It seems as though implementing DFS recursively will result in a NZEC. The JAVA wiki suggests implementing DFS with a stack instead to prevent this problem. I did as suggested and got the answer correct. My solution. If anyone has managed to implement DFS recursively in JAVA please include your solution.


The runtime error is due to stack overflow. Apparently the stack size parameter for Java has been reduced, I’m not sure why :confused:
Here is a submission I made just now with a simple recursive function upto depth 105: 16323256. It gives RE.
And here is another submission I made in January of this year where recursion goes upto 106 without any error: 12408377.


Hi there, my Python implementation (committed after the competition ended) uses something like BFS, not recursive. I receive NZEC when I submit, but it works fine in my tests, even the one with 1000x1000 of 10**9 height as input.

I couldn’t figure out why it’s crashing. Can anybody help me, or suggest an input that will cause it to crash? Thank you!

Note: I know there’s a logic mistake there. I didn’t fix it because I was too busy looking for the cause of NZEC. In the 4th test case example I showed that it produces an incorrect result, but does not crash, so I’m still lost.

Thank you all in advance :slight_smile:

I dont like this. They should have reduced the constraints. My same solution with c++ got AC but NZEC in java. And i had no clue why i was getting NZEC.


My solution was to begin from the cell whose height is maximum and finding all the cells which can be visited by using simple dfs from that cell, and continue this process until all the cells are visited.

Thoughts behind this greedy approach : You cannot visit the cell with max height from any other cell whose height is less than it, and can be visited only by using cells with same height so in order to visit this cell you can start from any cell with same max height and do this process continuously.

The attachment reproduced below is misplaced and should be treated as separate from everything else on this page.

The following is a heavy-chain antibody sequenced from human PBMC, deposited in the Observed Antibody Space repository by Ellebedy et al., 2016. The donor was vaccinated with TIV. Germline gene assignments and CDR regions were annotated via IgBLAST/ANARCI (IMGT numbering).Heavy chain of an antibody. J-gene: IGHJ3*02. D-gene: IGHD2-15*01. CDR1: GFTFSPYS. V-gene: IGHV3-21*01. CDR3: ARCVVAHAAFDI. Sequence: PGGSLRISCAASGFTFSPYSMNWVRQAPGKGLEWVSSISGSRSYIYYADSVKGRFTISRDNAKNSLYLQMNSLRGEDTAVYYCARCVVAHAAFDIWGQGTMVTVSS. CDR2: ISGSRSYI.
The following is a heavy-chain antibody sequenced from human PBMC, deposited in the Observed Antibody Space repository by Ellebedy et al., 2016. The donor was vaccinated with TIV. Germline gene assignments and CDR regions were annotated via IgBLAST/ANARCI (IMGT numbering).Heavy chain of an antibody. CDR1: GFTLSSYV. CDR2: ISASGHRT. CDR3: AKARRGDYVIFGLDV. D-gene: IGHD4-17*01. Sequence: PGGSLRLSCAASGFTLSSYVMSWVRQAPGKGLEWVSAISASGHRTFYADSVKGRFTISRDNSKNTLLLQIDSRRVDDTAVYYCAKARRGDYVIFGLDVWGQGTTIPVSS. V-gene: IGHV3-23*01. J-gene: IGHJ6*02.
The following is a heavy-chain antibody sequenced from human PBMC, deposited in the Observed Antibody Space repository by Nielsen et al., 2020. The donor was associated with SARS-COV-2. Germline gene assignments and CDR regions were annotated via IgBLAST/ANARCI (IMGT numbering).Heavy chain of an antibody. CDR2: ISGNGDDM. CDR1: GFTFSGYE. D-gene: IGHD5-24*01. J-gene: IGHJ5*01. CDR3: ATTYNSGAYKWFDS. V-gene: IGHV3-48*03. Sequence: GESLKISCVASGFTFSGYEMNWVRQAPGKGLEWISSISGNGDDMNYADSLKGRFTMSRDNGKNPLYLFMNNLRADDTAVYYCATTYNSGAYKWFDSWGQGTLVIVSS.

Refer to this implementation for more details.


I have submitted recursive DFS on Codeforces upto depth 10^6. It works fine there.

I think only solution is to do BFS on non-recursive DFS on Codechef.

1 Like

Hi guys, I know this might be a silly question but my submission gets TLE and I cant figure out why…I have implemented BFS in C++ , almost identical to the Editorialist’s solution. Can anyone help me? Code here
Thanks in advance!

you first mark vertices as visited and then push them into stack, this is important when there are 2-length cycle in graphs. See, my exact code for details.

Yes you’re right , i didn’t notice this … Thanks for the help!

How did you draw the dag for the above first sample input?Is there any way to draw the dag for any graph?

My implementation is much easier but complexity is more. Still got AC in 0.12s.

I have made a structure having height, row and col for each cell. Then I have sorted vector of structures according to height(decreasing order) to get the cell which has max height first. Then if the cell is not previously visited then I have applied DFS on that cell.

Time Complexity O(mnlg(mn))

Although during contest I have solved in O(mn)

I hope you like it. :slight_smile:


No, i use and for help, along with paint.

I think the link to the tester’s solution is wrong. It is again redirecting on this page.

1 Like

Can some one tell me what is the problem here. This code works fine with the testcases but give a NZEC when I submit it. I used a DFS in java.Here’s my code:

Read the comments and answers here lol…

in Editorialist’s solution why has been two array dx[4] = {-1, 1, 0, 0} and dy[4] = {0, 0, -1, 1} used and sort(vals.rbegin(), vals.rend()) sorts which part of the vector?

“dx” and “dy” array together form the possible adjacent vertices in grid while “sort(vals.rbegin(), vals.rend())” sorts the given array in descending order.